Hotel Lobby Lounge area at The Relais Henley

The Past and Present of The Relais Henley

Step into the pages of history

 
 

 

Exterior view of the Hotel at The Relais Henley

The inn’s historic role at the centre of life in Henley-on-Thames is written into our ancient timber and stone.   
From the 1530s when it housed the craftsmen who built St Mary’s Church, later hosting King Charles I, the First Duke of Marlborough and a pageant of personalities, The Relais Henley has been part of the social fabric woven around the River Thames, Oxfordshire and England itself.  

Redolent of history, our ancient walls originally housed the craftsmen who built the parish church of St Mary the Virgin in the mid-16th century. The exposed beams in the Quarterdeck Bar date from this era. An earlier, 14th-century Chantry House, home of the chantry priests and later a school, can be seen in the courtyard forming part of the west wing. 
According to a historic lease, the property became a hotel in 1732, known from then as The Red Lion. The brick façade was added in Georgian times and in 1889 a central hall was created, where once an archway had led to the courtyard.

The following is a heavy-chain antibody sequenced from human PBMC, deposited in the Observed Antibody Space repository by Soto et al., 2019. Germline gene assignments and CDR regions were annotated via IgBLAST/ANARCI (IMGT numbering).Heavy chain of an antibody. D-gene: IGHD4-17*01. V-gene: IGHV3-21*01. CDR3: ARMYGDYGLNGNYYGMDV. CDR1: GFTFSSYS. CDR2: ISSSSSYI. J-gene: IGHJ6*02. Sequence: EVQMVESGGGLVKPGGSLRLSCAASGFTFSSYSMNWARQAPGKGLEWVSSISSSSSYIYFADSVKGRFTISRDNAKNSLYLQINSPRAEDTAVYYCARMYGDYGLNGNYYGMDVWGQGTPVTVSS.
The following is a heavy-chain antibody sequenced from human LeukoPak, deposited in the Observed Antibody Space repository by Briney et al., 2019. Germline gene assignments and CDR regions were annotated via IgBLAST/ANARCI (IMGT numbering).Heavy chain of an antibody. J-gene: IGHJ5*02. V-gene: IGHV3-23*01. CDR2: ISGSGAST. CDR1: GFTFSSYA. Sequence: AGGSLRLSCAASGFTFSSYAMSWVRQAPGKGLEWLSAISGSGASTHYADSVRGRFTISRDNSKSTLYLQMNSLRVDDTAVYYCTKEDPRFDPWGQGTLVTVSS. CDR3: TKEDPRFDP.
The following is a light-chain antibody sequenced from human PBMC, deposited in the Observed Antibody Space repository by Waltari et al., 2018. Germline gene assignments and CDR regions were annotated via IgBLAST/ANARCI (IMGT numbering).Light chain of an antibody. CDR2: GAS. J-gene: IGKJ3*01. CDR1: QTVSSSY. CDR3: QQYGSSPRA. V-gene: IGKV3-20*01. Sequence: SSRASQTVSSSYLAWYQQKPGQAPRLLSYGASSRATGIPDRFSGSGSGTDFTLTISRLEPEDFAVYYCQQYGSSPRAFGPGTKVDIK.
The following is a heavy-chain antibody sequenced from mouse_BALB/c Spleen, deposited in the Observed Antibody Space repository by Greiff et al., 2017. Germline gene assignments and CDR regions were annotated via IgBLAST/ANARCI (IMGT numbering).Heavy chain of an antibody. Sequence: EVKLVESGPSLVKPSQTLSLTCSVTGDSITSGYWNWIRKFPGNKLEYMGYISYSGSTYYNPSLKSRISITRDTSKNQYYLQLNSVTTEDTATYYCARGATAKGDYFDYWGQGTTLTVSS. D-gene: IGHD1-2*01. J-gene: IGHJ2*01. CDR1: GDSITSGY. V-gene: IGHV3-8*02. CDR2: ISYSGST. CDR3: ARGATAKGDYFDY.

The hotel Staircase Railing at The Relais Henley
A historic painting in King Charles I Room at The Relais Henley

A number of our guestrooms are named after notable guests who stayed in these actual rooms. In the days of slow travelling, King Charles I stopped on his way from London to Oxford in 1632, and again in 1642 with Prince Rupert, during the English Civil War. His painted Royal Coat of Arms is preserved over the fireplace in room 108.  
The Red Lion was also the regular resting place of the 1st Duke of Marlborough on his way from Blenheim Palace to London. He had room 109 furnished with his own pieces, which remained there until 1849, well over 100 years after his death.  

The poet William Shenstone, staying in 1750, is reputed to have carved his famous words into a pane of glass with a diamond, although today only a replica exists:

Boswell and Johnson stayed in 1776 , and on 12 July 1788 King George III took breakfast in the hotel, accompanied by his wife Queen Charlotte, Queen Wilhelmina and Princesses Augusta and Elizabeth. The Prince Regent, later George IV, is also reputed to have visited, on one occasion consuming no fewer than 14 chops – for which the hostess, Mrs Dixon, was widely commended. 
At one time, at least 17 coaches were passing through Henley a day, and with the advent of the railway in 1857 the hotel advertised that, ‘An omnibus meets each train, and carriages of all sorts are to be hired.’ The hotel also owned large boathouses where ‘every kind of boat or rivercraft can be hired.’ 

The first University Boat Race was held at Henley on 10 June 1829, and the Royal Regatta followed, founded in 1839 with the finishing post right opposite The Red Lion. It is now a little further downstream. Grace Kelly, later Princess Grace of Monaco, visited The Red Lion in 1947 when her brother Jack was competing in the Diamond Sculls at the Henley Royal Regatta, which he went on to win that year. Room 114 is named in her honour.

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